From Concept to Reality – Engineering Innovation

by | Jun 20, 2018

As the firmware engineer (and more) here at Okra, I want to share with you how we built one of the first distributed solar microgrids and the engineering complexities we faced along the way. We are proud of our technical triumphs and engineering innovation, but they aren’t a secret. In the off-grid solar industry, we are open about our challenges and learnings in the hope that more people give feedback, build on our progress, and ultimately join us in our goal of tackling energy poverty worldwide. We welcome your questions and insights, so feel free to reach out!

Introduction

Single-home charge controllers have been tried and tested, but as global trends demonstrate, a shared-goods economy has many benefits. Single ownership is wasteful in periods of low demand and unreliable during heavy demand; levelizing usage across many users is more efficient. This principle combined with the flexibility of single-home units revealed tremendous opportunity and ultimately inspired our core innovation- decentralized power sharing and grid management across homes. But this very idea was also the root of our biggest hurdles, toughest challenges, and great learnings. In our previous posts we shared baseline data from our pilot village, prior to upgrading our controllers to share power. Having since implemented power sharing, this post recaps our tech journey from concept to reality and presents the data to show it was worth it.

Identifying Challenges

To start, we identified our two greatest technological concerns in building a sharing network, both of which aren’t big concerns with a typical solar home system (SHS). The first problem is power loss, and the second is stability. In a typical SHS’s charge controller, power loss is minimal because the energy generated from the panel doesn’t travel far and only needs to be down regulated about 4 V to charge its battery. Power stability is also straightforward because the output is controlled by a single system, with no external interference. However, for a sharing controller, power loss and stability become mission-critical concerns.

 Solving Problem 1: Power Loss

The Okra grids output DC power to lower capital costs (no inverters necessary) and eliminate AC / DC conversion inefficiencies. The downside of DC power in a network is that power loss over distance is large. To address this, we leveraged the fact that power loss is proportional to current squared. When sending over the grid, we boost the voltage up to ~50V which reduces the current by about 4 times, and the power loss is 16 times less as a result.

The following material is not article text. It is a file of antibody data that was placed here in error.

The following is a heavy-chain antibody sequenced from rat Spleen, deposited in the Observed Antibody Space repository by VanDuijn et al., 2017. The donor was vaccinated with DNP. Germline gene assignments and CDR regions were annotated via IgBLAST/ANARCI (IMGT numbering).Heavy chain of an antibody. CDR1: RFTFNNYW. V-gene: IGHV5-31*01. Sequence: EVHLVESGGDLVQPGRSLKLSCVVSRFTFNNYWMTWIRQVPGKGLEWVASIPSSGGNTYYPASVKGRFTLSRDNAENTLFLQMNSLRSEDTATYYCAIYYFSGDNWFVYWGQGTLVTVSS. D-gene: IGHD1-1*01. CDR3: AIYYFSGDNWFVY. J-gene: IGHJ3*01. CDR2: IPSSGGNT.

But, as the laws of engineering seem to dictate, when you solve one problem, you usually incur another. In this case, stepping up the voltage can’t be accomplished with simple linear voltage regulators, and stepping the voltage down by such a huge differential results in unacceptable losses in efficiency. To up the sophistication of our power regulation, switch-mode power supplies (SMPSs) won out as the best option.

In order to compare SMPS regulation, let me first briefly describe linear regulation. Linear regulators work to maintain a constant output voltage by changing their internal resistance. In turn, they dissipate a substantial amount of power in the form of heat. For our application, across large voltage differences, they would result in low efficiencies of 20-30%.

In comparison, SMPS regulators experience almost no power dissipation because the transistor switches are always either completely on or completely off. The switching transistors use pulse width modulation, setting the on/off ratio (a.k.a. duty cycle) such that the average voltage equals the target output. By driving the transistors at very high frequencies, this average voltage is effectively a constant, regulated DC supply. The switching process is more complex and requires more components to smooth and filter the signals, but it can handle larger ranges of input voltage, raise or lower voltage from the same configuration, and achieve 90% efficiency.

Solving Problem 2: Stability

Utilizing SMPS regulation, while not easy, didn’t result in many unforeseen complications. Once the circuit was implemented and the specifications were adjusted, we iterated on the firmware and relatively quickly felt confident in the SMPS performance. The much harder battle was addressing network stability. As power goes between the systems, each system is making different and constantly fluctuating demands on the shared grid. Instead of just one panel interacting with one battery, a sharing network needs to account for many more variables. Each battery’s state of charge, the power consumption at each household, and the power generation from each panel are all variables that constantly alter the grid.

The solution? Feedback control algorithms. Basically, each household tries to maintain certain set points by constantly comparing the target values to its actual values and making the necessary adjustments. Implicitly, these algorithms give each household the ability to react when another household does something that changes the grid, for example someone turning on appliances or a solar panel cutting out. In more technical terms, we implemented Proportional-Integral-Derivative (PID) controls, but going from theory to practice wasn’t straightforward.